Thoma Bravo to Buy Sophos for $3.9 BillionSophos Board Will 'Unanimously Recommend' Deal to Shareholders
Private-equity firm Thoma Bravo, which already has stakes in several cybersecurity companies, plans to buy U.K.-based security company Sophos in a $3.9 billion deal, the two companies announced Monday. The Sophos board will "unanimously recommend" the sale to shareholders, the company says.
Thoma Bravo will pay a premium of $7.40 per share for Sophos, or about 37 percent more than Friday's closing price of $5.35, the two companies announced.
The companies say they expect to close the deal in the first quarter of 2020 pending shareholder and regulatory approval.
String of Investments
Thoma Bravo, which is based in San Francisco, has investments in over 200 software, security and IT companies, the company says.
Thoma Bravo also is an investor in McAfee along with chipmaker Intel and TPG, another private-equity firm. These three firms are planning to unveil an initial public offering IPO for McAfee later this year, according to reports in the Wall Street Journal and other publications (see: Cybersecurity Firm McAfee Preps for Public Market Return).
The Sophos Portfolio
Sophos, which was founded in 1985, offers endpoint security, next-generation firewall, cloud security, server security and managed threat response products. It has 400,000 customers in 150 countries.
"Sophos has a market-leading product portfolio, and we believe that, by applying Thoma Bravo's expertise, operational framework and experience, we can support the business and accelerate its evolution and growth," says Seth Boro, a managing partner at Thoma Bravo.
Kris Hagerman, the CEO of Sophos, adds: "We continue to execute a highly effective and differentiated strategy, and we see this offer as a compelling validation of Sophos, its position in the industry and its progress."
The deal between Thoma Bravo and Sophos comes at a time when the security industry is undergoing rapid consolidation, with many older firms being acquired or shopping themselves around to potential buyers.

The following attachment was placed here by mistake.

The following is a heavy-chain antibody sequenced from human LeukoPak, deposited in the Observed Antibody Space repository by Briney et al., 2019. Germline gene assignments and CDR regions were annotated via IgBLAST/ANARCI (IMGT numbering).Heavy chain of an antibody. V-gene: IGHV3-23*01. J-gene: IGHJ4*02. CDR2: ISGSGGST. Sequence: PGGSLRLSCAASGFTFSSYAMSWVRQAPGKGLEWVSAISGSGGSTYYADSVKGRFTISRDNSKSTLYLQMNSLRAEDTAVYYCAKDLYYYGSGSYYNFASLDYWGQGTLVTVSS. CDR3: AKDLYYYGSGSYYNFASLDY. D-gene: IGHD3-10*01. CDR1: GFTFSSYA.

One of the biggest of these deals was announced in August, when Broadcom revealed it would pay $10.7 billion for Symantec's enterprise security business (see: Broadcom Reaches $10.7B Deal to Buy Symantec Enterprise).
The deal between Broadcom and Symantec is also expected to close sometime in the first quarter of 2020, but is subject to regulatory approval in the U.S., Japan and the European Union, the companies say. Before the deal was announced earlier this year, Reuters reported that Thoma Bravo was also interested in buying part or all of Symantec's security business.
Following the deal between Broadcom and Symantec, VMware announced on Aug. 22 that it would acquire cloud security specialist Carbon Black for about $2.1 billion. That deal is expected to boost the virtualization giant's security portfolio, especially around endpoint and application protection (see: VMware Acquiring Carbon Black to Boost Security Portfolio).
And private-equity firm Insight Partners announced in May that it would acquire threat intelligence specialist Recorded Future in a $780 million all-cash deal. That same week also saw deals involving Palo Alto Networks and FireEye picking up smaller firms to boost their product portfolios (see: Sale of Recorded Future a Highlight of Big InfoSec M&A Week).
Meanwhile, endpoint security, threat intelligence and incident response firm Crowdstrike went public in June, raising $612 million an achieving an initial market capitalization of about $6.7 billion. As of Monday, the company's stock was trading at about $56.62, with a market capitalization of about $12.7 billion.